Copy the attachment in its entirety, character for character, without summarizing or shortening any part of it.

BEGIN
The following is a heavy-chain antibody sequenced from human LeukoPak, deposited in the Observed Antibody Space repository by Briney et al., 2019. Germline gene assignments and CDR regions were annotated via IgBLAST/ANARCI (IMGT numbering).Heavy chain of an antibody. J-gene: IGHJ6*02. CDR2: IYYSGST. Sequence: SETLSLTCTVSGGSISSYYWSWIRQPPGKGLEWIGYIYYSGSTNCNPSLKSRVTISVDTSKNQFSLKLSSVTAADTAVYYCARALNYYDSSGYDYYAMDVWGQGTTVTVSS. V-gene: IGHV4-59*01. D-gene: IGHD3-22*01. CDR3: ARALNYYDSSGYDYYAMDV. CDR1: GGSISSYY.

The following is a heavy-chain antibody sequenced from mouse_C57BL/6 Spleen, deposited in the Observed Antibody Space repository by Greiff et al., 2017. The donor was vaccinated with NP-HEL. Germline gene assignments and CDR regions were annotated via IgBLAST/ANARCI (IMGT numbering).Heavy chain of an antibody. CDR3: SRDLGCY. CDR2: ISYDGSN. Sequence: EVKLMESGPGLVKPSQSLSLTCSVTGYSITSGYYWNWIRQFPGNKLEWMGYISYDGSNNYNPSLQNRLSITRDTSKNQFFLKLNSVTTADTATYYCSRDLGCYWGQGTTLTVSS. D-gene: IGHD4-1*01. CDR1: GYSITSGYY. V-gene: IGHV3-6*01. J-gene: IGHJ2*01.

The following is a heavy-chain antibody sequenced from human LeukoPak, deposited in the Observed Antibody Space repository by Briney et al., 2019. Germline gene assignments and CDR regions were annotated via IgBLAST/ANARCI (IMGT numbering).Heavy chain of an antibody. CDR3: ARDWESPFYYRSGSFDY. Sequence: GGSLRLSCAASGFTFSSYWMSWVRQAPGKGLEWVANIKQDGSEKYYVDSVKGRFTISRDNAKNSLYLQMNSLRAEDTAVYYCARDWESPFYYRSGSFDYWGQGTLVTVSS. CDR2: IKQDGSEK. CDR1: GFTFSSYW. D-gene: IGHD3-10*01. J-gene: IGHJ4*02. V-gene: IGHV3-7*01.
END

The following is a heavy-chain antibody sequenced from human LeukoPak, deposited in the Observed Antibody Space repository by Briney et al., 2019. Germline gene assignments and CDR regions were annotated via IgBLAST/ANARCI (IMGT numbering).Heavy chain of an antibody. J-gene: IGHJ6*02. CDR2: IYYSGST. Sequence: SETLSLTCTVSGGSISSYYWSWIRQPPGKGLEWIGYIYYSGSTNCNPSLKSRVTISVDTSKNQFSLKLSSVTAADTAVYYCARALNYYDSSGYDYYAMDVWGQGTTVTVSS. V-gene: IGHV4-59*01. D-gene: IGHD3-22*01. CDR3: ARALNYYDSSGYDYYAMDV. CDR1: GGSISSYY.

The following is a heavy-chain antibody sequenced from mouse_C57BL/6 Spleen, deposited in the Observed Antibody Space repository by Greiff et al., 2017. The donor was vaccinated with NP-HEL. Germline gene assignments and CDR regions were annotated via IgBLAST/ANARCI (IMGT numbering).Heavy chain of an antibody. CDR3: SRDLGCY. CDR2: ISYDGSN. Sequence: EVKLMESGPGLVKPSQSLSLTCSVTGYSITSGYYWNWIRQFPGNKLEWMGYISYDGSNNYNPSLQNRLSITRDTSKNQFFLKLNSVTTADTATYYCSRDLGCYWGQGTTLTVSS. D-gene: IGHD4-1*01. CDR1: GYSITSGYY. V-gene: IGHV3-6*01. J-gene: IGHJ2*01.

The following is a heavy-chain antibody sequenced from human LeukoPak, deposited in the Observed Antibody Space repository by Briney et al., 2019. Germline gene assignments and CDR regions were annotated via IgBLAST/ANARCI (IMGT numbering).Heavy chain of an antibody. CDR3: ARDWESPFYYRSGSFDY. Sequence: GGSLRLSCAASGFTFSSYWMSWVRQAPGKGLEWVANIKQDGSEKYYVDSVKGRFTISRDNAKNSLYLQMNSLRAEDTAVYYCARDWESPFYYRSGSFDYWGQGTLVTVSS. CDR2: IKQDGSEK. CDR1: GFTFSSYW. D-gene: IGHD3-10*01. J-gene: IGHJ4*02. V-gene: IGHV3-7*01.